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Khujand second largest city – is situated in the north of Tajikistan. And is one of its most ancient cities, founded about 2,300 years ago. According to Greek historians, in 329 B.C. Alexander the Great founded a fortress on the River Tanais or Yaksart (Syr Darya ). Of course, this fortress was not initially really a town. However, later, due to its strategic geographical location, it became densely populated and turned into a large town (by the standards of that time), known historically as Alexandria Eskhata.

The issue of the exact location of this ancient town has interested scholars of various countries for many centuries. Only in the mid-20th century was it confirmed that 4th century B.C. Khujand and Alexandria Eskhata of 329 B.C were one and the same place. It was also assumed that Alexandria Eskhata was not just built on empty land. But in the centre of an ancient town known as Khujand. Which was already in existence on the left bank of the Syr Darya  when Alexander the Great’s troops arrived. Occupying a favourable location in the Ferghana valley. Khujand prospered for a long time, becoming rich and building palaces, mosques, and citadels. In the 13th century it was conquered and destroyed by Genghis Khan’s troops. In the 9-12th centuries Khujand consisted of the town itself (Shahriston). Old fortress (kuhandiz) and a handicraft-trade suburb (rabad).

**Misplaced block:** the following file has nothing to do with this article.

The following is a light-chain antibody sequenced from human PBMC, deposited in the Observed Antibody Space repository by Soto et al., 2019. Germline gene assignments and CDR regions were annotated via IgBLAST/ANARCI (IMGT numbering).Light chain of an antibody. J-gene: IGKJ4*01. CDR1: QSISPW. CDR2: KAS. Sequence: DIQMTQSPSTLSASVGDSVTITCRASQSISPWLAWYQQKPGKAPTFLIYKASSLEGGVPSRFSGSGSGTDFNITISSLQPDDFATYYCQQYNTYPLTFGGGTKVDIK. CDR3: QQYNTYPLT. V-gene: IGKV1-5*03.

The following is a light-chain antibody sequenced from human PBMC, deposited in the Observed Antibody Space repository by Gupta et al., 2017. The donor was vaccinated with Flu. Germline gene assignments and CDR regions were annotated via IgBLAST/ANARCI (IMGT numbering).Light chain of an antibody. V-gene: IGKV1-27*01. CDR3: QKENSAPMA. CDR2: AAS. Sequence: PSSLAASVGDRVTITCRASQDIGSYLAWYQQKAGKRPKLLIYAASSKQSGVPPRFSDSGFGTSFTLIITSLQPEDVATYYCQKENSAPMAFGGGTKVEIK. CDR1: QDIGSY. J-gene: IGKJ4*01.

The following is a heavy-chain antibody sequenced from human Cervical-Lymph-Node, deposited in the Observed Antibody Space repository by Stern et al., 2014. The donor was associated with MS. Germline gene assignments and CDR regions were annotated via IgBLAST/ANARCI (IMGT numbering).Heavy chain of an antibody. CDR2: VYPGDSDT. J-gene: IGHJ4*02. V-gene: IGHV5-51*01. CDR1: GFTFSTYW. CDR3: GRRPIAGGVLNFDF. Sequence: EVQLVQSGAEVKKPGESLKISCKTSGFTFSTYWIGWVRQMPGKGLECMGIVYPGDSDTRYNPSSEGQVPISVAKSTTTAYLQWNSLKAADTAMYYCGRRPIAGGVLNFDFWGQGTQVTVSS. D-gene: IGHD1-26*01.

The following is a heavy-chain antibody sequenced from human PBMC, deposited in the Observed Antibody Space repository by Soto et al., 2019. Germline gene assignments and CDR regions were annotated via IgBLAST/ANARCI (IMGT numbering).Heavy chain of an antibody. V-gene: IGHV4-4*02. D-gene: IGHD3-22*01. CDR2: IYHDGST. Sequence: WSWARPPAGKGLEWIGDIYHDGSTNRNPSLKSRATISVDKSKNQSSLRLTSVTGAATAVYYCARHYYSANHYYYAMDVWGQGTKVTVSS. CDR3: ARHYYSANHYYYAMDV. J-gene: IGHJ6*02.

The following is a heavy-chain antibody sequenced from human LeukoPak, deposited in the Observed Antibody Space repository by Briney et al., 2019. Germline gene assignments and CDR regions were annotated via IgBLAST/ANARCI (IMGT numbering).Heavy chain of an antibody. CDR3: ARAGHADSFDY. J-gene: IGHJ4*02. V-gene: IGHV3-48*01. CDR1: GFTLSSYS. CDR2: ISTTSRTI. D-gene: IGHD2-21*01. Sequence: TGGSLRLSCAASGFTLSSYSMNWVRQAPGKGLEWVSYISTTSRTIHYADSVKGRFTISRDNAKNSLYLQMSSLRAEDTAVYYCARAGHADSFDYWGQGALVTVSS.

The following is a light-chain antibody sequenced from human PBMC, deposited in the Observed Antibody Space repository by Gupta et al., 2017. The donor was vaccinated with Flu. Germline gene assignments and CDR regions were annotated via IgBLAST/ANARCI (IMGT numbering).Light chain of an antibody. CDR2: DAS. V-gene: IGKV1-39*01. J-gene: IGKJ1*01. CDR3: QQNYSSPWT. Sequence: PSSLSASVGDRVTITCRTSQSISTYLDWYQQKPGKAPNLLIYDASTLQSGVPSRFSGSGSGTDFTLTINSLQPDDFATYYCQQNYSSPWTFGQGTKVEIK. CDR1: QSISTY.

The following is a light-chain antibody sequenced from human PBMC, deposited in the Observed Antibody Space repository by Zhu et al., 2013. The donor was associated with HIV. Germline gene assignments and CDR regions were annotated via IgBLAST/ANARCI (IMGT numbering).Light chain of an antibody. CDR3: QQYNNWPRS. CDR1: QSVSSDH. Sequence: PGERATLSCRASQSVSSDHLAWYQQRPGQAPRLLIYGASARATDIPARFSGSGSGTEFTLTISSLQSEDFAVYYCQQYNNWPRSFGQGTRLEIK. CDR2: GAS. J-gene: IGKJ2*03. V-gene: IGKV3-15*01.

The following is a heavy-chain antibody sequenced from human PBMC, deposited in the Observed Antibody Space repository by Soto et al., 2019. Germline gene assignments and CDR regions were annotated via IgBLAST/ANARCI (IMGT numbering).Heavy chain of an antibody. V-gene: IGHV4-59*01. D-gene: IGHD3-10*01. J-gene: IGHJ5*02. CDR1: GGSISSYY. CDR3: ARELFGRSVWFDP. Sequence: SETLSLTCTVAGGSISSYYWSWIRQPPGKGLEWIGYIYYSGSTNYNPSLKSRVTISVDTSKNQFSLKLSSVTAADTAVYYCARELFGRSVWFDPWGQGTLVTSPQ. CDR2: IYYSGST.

All these parts of the town were fortified with defensive walls. Later the town was restored and began to play an important trade role as a Silk Road transit hub. In the 14th — 15th centuries Khujand and its surrounding region were  part of the State of Timur (Tamerlane). In the 18-19th centuries Khujand grew significantly. Sprawling into one of the largest cities of Central Asia, comparable with Qoqand and Bukhara. The town also had its own ruler (beg).

Khujand was situated on the border of the Bukhara Emirate and the Qoqand Khanate, and was a source of contention between them. In 1866 it was annexed to Russia, ending Bukhara and Qoqand’s destructive fighting over it. On January 9, 1936, Khujand was renamed Leninabad in honor of Lenin. City kept this new name until 1990 when its ancient, historical name, Khujand, was restored. This city is currently a large industrial and cultural centre in Tajikistan.